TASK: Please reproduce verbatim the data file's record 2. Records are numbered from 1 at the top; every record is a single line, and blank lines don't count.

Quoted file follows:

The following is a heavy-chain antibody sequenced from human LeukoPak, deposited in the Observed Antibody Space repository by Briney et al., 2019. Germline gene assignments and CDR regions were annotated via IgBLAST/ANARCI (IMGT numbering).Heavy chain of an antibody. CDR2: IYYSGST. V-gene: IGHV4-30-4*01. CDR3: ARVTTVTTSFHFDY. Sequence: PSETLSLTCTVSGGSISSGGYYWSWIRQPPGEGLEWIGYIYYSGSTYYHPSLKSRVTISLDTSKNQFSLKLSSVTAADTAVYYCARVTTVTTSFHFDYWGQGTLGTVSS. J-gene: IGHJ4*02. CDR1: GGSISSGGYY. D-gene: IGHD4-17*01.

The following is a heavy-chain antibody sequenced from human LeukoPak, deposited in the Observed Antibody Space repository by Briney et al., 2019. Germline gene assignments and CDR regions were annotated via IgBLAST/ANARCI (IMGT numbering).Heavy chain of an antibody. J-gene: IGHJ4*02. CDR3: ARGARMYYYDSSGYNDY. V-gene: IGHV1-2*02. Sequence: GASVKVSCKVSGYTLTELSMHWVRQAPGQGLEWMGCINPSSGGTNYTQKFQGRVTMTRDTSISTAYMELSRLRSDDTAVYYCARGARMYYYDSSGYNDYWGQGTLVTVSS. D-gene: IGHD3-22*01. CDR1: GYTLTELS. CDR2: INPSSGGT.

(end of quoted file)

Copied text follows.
The following is a heavy-chain antibody sequenced from human LeukoPak, deposited in the Observed Antibody Space repository by Briney et al., 2019. Germline gene assignments and CDR regions were annotated via IgBLAST/ANARCI (IMGT numbering).Heavy chain of an antibody. J-gene: IGHJ4*02. CDR3: ARGARMYYYDSSGYNDY. V-gene: IGHV1-2*02. Sequence: GASVKVSCKVSGYTLTELSMHWVRQAPGQGLEWMGCINPSSGGTNYTQKFQGRVTMTRDTSISTAYMELSRLRSDDTAVYYCARGARMYYYDSSGYNDYWGQGTLVTVSS. D-gene: IGHD3-22*01. CDR1: GYTLTELS. CDR2: INPSSGGT.